This article is 9 months old
Reactions: traumatic experiences can be passed on to offspring and reversed with drug in mice

Early-life adversity, such as separation from the mother, can alter the neurological functioning of mice, causing some to experience panic and anxiety later in life. A study shows that these changes can be passed on for at least two generations and that inhalation of a drug, the diuretic amiloride, can reverse them. According to the authors, this treatment could be used in the future to alleviate panic disorders and related conditions in humans. The results are published in the journal Science Advances.

04/10/2023 - 20:00 CEST
Expert reactions

Raül Andero - trauma ratones EN

Raül Andero Galí

Psychologist and ICREA Research Professor at Autonomous University of Barcelona

Science Media Centre Spain

It is an interesting study, where the drug amiloride appears to have beneficial effects in treating and preventing the effects of traumatic stressful experiences in mice and their offspring. 

The highlight of the study is that the beneficial effects of the drug amiloride appear to persist for three generations in mice. However, the authors do not yet know exactly how this intergenerational transmission of the drug effect may be happening, which detracts from my enthusiasm for the study.  

These are very novel results, but they are also preliminary and need to be confirmed and extended by other laboratories to include experiments in humans.

The author has not responded to our request to declare conflicts of interest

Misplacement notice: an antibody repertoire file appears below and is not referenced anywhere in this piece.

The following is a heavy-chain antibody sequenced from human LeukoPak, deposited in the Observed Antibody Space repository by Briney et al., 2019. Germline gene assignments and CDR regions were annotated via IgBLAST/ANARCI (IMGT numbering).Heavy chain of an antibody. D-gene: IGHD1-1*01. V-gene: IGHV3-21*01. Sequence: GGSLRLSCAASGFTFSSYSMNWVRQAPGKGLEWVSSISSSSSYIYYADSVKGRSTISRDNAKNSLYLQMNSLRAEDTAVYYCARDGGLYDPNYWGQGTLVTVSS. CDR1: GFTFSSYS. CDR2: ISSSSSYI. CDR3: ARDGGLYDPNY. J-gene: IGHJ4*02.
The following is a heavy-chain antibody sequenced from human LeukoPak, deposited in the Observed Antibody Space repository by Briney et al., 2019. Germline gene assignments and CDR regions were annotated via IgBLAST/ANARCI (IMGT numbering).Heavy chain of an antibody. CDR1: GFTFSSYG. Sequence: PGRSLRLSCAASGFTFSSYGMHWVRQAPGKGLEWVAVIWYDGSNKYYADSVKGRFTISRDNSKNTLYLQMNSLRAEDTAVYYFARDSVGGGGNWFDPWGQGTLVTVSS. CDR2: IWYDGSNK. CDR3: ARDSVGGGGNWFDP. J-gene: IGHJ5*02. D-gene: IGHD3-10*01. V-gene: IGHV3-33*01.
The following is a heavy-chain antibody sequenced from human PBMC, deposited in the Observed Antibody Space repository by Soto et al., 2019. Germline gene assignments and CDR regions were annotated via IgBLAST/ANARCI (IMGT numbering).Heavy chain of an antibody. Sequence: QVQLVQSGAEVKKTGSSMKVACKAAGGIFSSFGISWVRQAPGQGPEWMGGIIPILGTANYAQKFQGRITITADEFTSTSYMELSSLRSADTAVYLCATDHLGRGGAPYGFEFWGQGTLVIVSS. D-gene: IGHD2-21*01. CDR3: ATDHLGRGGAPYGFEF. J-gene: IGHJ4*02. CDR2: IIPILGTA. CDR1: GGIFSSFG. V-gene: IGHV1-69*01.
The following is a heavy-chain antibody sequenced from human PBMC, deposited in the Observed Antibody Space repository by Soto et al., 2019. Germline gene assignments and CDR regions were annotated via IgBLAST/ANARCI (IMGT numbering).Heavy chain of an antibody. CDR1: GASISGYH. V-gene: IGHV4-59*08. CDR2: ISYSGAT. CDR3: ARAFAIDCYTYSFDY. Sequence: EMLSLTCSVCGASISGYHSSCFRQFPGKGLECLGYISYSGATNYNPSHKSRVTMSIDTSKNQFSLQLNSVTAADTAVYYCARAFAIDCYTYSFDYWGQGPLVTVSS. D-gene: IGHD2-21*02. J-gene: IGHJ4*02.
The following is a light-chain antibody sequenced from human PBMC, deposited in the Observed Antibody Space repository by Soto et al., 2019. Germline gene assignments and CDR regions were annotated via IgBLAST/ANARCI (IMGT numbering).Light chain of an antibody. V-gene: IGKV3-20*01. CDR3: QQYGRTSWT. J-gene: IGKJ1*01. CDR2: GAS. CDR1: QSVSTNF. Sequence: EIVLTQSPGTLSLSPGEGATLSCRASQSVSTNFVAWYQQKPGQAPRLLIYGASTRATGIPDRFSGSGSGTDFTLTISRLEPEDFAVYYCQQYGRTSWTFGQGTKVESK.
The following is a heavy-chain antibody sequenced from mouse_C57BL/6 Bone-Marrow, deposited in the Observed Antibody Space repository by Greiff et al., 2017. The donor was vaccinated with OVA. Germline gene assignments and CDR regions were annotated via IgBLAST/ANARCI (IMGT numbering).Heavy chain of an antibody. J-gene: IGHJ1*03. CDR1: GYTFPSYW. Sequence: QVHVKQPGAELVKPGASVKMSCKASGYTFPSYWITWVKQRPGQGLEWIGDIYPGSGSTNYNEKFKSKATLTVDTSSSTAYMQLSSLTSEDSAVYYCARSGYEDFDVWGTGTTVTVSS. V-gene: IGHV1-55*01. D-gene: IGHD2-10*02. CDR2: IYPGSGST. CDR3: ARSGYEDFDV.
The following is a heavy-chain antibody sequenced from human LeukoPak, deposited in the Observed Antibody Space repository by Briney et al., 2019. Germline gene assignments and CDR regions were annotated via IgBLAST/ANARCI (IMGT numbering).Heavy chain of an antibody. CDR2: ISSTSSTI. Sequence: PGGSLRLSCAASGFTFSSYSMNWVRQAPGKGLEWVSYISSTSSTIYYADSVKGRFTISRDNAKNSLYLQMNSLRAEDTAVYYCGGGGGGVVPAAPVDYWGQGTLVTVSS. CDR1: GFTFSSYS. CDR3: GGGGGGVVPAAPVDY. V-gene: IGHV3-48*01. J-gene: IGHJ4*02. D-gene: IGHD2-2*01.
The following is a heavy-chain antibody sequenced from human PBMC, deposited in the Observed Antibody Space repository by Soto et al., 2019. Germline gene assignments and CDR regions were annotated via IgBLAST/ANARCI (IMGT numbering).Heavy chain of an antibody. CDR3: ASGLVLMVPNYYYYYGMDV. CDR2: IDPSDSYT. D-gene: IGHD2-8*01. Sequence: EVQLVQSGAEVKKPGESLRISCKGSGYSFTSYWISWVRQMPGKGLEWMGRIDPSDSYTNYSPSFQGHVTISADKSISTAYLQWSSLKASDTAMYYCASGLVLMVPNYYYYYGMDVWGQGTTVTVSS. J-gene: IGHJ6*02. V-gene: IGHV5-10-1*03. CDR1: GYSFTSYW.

Ángel Barco - trauma ratones EN

Ángel Barco

Director of the Institute of Neurosciences, a joint centre of the Miguel Hernández University of Elche (UMH) and the CSIC

Science Media Centre Spain

The study makes the interesting observation that some behaviours associated with a maternal separation paradigm (a form of early-life stress), such as hyperventilation in response to hypercapnia (high blood CO2 levels) and increased sensitivity to pain, are observed in the "offspring" and "grandchildren" of animals that suffered maternal separation. Unfortunately, the authors do not provide any evidence or explanation of the mechanism that may underlie this transgenerational transmission, so the study raises more questions than it provides answers. 

In the discussion they raise the existence of possible epigenetic mechanisms, but these are not investigated at all, nor do they represent the only possible explanation for the observed phenomenon.

The author has declared they have no conflicts of interest
Enhanced harm detection following maternal separation: Transgenerational transmission and reversibility by inhaled amiloride
  • Research article
  • Peer reviewed
  • Observational study
  • Animals
Science Advances
Publication date

Battaglia et al.

Study types:
  • Research article
  • Peer reviewed
  • Observational study
  • Animals
The 5Ws +1
Publish it